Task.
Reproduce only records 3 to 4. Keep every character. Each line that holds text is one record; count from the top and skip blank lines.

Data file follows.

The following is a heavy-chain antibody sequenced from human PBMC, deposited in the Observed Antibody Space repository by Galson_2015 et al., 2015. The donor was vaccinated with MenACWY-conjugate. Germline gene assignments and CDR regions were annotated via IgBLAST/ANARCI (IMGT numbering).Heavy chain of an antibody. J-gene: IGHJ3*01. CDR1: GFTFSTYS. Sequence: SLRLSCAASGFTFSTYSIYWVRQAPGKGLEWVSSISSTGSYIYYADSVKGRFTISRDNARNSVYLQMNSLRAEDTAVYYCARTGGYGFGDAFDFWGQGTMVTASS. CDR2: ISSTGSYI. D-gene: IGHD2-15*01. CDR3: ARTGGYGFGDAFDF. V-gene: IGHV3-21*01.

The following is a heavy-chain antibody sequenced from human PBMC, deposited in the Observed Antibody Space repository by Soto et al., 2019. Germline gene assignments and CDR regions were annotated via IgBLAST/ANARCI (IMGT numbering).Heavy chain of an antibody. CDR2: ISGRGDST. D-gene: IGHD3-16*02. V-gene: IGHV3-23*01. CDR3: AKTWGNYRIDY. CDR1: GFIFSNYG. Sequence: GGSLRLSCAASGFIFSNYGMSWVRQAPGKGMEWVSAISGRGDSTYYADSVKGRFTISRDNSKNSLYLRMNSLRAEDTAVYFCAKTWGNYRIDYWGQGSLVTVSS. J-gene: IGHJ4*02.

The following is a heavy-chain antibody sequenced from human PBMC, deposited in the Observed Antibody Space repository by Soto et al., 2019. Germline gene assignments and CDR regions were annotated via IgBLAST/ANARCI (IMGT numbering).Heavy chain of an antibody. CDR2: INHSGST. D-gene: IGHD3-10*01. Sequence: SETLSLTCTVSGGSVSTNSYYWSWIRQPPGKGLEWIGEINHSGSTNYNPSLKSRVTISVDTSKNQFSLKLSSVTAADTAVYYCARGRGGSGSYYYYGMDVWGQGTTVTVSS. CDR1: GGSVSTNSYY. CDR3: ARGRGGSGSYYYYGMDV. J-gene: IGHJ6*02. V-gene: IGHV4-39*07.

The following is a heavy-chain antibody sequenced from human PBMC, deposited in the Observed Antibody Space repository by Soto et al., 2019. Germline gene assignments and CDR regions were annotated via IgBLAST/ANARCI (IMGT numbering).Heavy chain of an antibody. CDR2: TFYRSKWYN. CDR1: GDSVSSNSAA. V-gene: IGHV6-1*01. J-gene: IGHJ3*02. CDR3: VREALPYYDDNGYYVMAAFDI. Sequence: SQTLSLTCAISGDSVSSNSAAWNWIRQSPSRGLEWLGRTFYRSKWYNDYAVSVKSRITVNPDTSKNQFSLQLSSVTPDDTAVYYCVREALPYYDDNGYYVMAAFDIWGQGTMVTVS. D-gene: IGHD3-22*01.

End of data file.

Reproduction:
The following is a heavy-chain antibody sequenced from human PBMC, deposited in the Observed Antibody Space repository by Soto et al., 2019. Germline gene assignments and CDR regions were annotated via IgBLAST/ANARCI (IMGT numbering).Heavy chain of an antibody. CDR2: INHSGST. D-gene: IGHD3-10*01. Sequence: SETLSLTCTVSGGSVSTNSYYWSWIRQPPGKGLEWIGEINHSGSTNYNPSLKSRVTISVDTSKNQFSLKLSSVTAADTAVYYCARGRGGSGSYYYYGMDVWGQGTTVTVSS. CDR1: GGSVSTNSYY. CDR3: ARGRGGSGSYYYYGMDV. J-gene: IGHJ6*02. V-gene: IGHV4-39*07.

The following is a heavy-chain antibody sequenced from human PBMC, deposited in the Observed Antibody Space repository by Soto et al., 2019. Germline gene assignments and CDR regions were annotated via IgBLAST/ANARCI (IMGT numbering).Heavy chain of an antibody. CDR2: TFYRSKWYN. CDR1: GDSVSSNSAA. V-gene: IGHV6-1*01. J-gene: IGHJ3*02. CDR3: VREALPYYDDNGYYVMAAFDI. Sequence: SQTLSLTCAISGDSVSSNSAAWNWIRQSPSRGLEWLGRTFYRSKWYNDYAVSVKSRITVNPDTSKNQFSLQLSSVTPDDTAVYYCVREALPYYDDNGYYVMAAFDIWGQGTMVTVS. D-gene: IGHD3-22*01.